Plans for a new high-speed rail link between London and Manchester could strengthen the case for a Cross River Tram in central London, according to Southwark Council leader Nick Stanton.
Southwark and Lambeth Councils have continued to fly the flag for the Cross River Tram scheme since Boris Johnson removed it from Transport for London's business plan last November.
The tram would link Peckham and Brixton in the south with Euston, King's Cross and Camden Town in the north, via Elephant & Castle and Waterloo Bridge.
Answering a question from Cllr Caroline Pidgeon AM at last week's Council Assembly meeting, Cllr Stanton said: "I met with Boris Johnson on 16 June when we discussed a number of issues including the Cross River Tram.
"Mayor Johnson is still very keen that the tram is developed, although he has made it clear that Transport for London (TfL) is unable to provide funding.
"I am pleased to be able to report that the Mayor agreed to write to Lord Adonis to ask him to consider funding the project.
"In light of the new high-speed domestic services from St Pancras to destinations in East London and Kent, the argument for creating this vital additional link between South and North London is stronger than ever."
Cllr Pidgeon cited the remarks of the Mayor of London's transport advisor Kulveer Ranger at this year's State of London debate when he said that the Cross River Tram would be "top of the list" of projects to be revived when funding was available.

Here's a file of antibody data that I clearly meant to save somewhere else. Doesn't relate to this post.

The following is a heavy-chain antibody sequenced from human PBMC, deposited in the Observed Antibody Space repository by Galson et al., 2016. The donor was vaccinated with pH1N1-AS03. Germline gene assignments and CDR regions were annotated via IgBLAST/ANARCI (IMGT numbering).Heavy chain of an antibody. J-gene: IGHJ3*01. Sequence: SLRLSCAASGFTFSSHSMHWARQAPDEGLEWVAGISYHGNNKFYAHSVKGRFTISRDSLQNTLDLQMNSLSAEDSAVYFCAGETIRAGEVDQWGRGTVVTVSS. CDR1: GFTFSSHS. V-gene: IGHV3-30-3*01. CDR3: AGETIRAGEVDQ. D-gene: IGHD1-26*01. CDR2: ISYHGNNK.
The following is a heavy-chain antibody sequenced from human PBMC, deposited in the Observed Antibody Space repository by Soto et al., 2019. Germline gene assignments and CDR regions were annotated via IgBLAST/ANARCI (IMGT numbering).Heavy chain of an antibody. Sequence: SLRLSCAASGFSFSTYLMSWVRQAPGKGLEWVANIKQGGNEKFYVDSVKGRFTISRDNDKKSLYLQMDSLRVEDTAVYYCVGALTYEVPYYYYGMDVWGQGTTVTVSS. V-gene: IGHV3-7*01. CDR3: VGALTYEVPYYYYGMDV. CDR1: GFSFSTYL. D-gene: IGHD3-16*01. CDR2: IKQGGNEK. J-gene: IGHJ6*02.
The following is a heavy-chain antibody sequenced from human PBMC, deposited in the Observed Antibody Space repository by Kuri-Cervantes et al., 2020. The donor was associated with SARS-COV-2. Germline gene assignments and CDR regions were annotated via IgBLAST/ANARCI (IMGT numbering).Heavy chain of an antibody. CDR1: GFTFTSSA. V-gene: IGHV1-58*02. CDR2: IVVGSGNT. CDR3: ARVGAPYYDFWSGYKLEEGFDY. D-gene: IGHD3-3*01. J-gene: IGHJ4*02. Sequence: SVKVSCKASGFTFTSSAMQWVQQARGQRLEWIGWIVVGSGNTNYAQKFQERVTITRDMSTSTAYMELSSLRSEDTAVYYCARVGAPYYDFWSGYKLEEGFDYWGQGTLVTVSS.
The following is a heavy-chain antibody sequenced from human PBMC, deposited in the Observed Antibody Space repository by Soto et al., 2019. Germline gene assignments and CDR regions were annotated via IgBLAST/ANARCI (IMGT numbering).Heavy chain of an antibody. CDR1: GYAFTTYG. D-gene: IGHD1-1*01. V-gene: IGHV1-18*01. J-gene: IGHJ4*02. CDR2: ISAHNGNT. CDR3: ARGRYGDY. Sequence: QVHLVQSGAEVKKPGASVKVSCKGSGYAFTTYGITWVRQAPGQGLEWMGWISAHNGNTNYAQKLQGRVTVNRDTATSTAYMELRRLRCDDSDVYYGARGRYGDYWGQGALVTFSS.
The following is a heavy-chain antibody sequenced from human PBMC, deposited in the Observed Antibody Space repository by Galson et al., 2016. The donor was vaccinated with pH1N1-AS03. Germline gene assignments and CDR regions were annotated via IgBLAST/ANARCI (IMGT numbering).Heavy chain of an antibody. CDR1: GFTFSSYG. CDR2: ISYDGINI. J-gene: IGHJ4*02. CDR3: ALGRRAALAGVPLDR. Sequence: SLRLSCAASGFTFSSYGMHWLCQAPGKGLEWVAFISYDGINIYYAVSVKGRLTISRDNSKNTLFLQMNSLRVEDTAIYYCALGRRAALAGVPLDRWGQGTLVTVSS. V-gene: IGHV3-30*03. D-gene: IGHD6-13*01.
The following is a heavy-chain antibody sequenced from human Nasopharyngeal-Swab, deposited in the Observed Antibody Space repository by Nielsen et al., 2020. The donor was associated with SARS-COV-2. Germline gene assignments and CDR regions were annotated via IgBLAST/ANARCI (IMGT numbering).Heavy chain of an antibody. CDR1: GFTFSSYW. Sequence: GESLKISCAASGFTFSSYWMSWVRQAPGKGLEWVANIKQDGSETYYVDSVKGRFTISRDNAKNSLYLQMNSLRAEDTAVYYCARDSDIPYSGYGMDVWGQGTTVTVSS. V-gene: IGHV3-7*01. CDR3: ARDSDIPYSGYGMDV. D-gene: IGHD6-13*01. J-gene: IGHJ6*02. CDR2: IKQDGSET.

Transport secretary Lord Adonis has said that a new high speed rail line from London to Birmingham and Manchester is "the project about which I am most passionate and the reason I came to the department" and now Southwark councillors argue that any such national infrastructure project will also require spending on improved connections within central London.
"I think it's very clear that Lord Adonis is extremely keen on developing the high speed rail link, and ... clearly that might attract even more north-south traffic across London than is currently the case," said Nick Stanton.
"We have – off the peg – a costed, fully routed scheme that would get people to and from Euston across the river, relieving pressure on the Northern line which is already overburdened.
"I'm more than happy to continue to do what we can to push this scheme.
"What is required for this scheme to happen is a big amount of capital. It's only going to come from some level of government greater than Southwark. We need to go after whatever funding opportunities are available."
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